The Age of Stupid

The Age of Stupid

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The Age of Stupid

Documentary-drama with Pete Postlethwaite as a man living alone in the devastated future world of 2055, looking at old footage from 2008 and asking: why didn’t we stop climate change when we had the chance?

Covering the topics "climate change, oil, war, politics, consumerism and human stupidity", The Age of Stupid was shot on location in America, UK, India, Nigeria, Iraq, Jordan and the Swiss Alps over a period of three years. It features six separate documentary stories, archive footage and animation (from, amongst others, the creators of the Gorillaz animations). Soundtrack includes songs from Radiohead and Depeche Mode.

2009Rating: M, contains offensive language92 minsUK
DocumentaryDrama
50%
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Reviews & comments

The New York Times

The New York Times

press

A thread of needling gallows humor runs through “The Age of Stupid.” Near the end of the film the Archivist wonders: “Why didn’t we save ourselves? Was the answer that we weren’t sure we were worth saving?” He may have a point.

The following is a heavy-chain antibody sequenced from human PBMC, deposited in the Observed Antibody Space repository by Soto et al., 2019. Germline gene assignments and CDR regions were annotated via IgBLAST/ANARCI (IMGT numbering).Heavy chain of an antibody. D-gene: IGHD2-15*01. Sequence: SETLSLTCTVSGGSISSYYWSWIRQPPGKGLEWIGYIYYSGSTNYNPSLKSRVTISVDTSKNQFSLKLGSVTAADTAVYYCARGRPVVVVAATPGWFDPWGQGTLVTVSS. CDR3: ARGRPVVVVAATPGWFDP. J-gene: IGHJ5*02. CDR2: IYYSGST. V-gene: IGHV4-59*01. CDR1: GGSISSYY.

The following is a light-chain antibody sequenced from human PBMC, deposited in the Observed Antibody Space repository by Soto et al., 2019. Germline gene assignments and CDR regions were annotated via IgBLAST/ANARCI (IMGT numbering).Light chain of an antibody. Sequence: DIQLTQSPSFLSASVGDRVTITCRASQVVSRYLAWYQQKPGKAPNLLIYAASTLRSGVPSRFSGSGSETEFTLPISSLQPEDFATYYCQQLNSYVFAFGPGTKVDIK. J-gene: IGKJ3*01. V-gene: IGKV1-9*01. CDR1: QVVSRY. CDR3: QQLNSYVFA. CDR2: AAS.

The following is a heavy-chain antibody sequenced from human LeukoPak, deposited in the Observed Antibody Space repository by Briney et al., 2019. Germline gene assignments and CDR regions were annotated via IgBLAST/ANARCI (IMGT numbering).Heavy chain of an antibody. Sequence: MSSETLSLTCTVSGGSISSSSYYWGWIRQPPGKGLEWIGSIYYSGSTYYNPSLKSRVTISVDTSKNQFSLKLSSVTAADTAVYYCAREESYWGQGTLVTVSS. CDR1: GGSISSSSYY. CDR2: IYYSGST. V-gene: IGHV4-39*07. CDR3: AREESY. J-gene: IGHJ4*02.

0
The Guardian

The Guardian

press

Like other activist documentaries, may face putdowns from those who find it insufficiently sophisticated or consensual. But it deserves a hearing. To mangle a well-known phrase: Rome is burning and Franny Armstrong is fiddling the right tune.

0
New Zealand Herald

New Zealand Herald

press

There is no denying the passion of director Armstrong, whose McLibel documented the David-and-Goliath struggle between fast-food giant McDonald's and environmental activists Dave Marsh and Helen Steel. But the film loses focus at times, in particular in its concentration on small domestic action.

0
Empire Magazine

Empire Magazine

press

Although interesting in its content, this could have worked better as a straight documentary.

3.0
0

This should be compulsory viewing for anyone with a genuine interest in the future of this planet.

5.0
0
The New York Times

The New York Times

press

A thread of needling gallows humor runs through “The Age of Stupid.” Near the end of the film the Archivist wonders: “Why didn’t we save ourselves? Was the answer that we weren’t sure we were worth saving?” He may have a point.

0
The Guardian

The Guardian

press

Like other activist documentaries, may face putdowns from those who find it insufficiently sophisticated or consensual. But it deserves a hearing. To mangle a well-known phrase: Rome is burning and Franny Armstrong is fiddling the right tune.

0
New Zealand Herald

New Zealand Herald

press

There is no denying the passion of director Armstrong, whose McLibel documented the David-and-Goliath struggle between fast-food giant McDonald's and environmental activists Dave Marsh and Helen Steel. But the film loses focus at times, in particular in its concentration on small domestic action.

0
Empire Magazine

Empire Magazine

press

Although interesting in its content, this could have worked better as a straight documentary.

3.0
0

This should be compulsory viewing for anyone with a genuine interest in the future of this planet.

5.0
0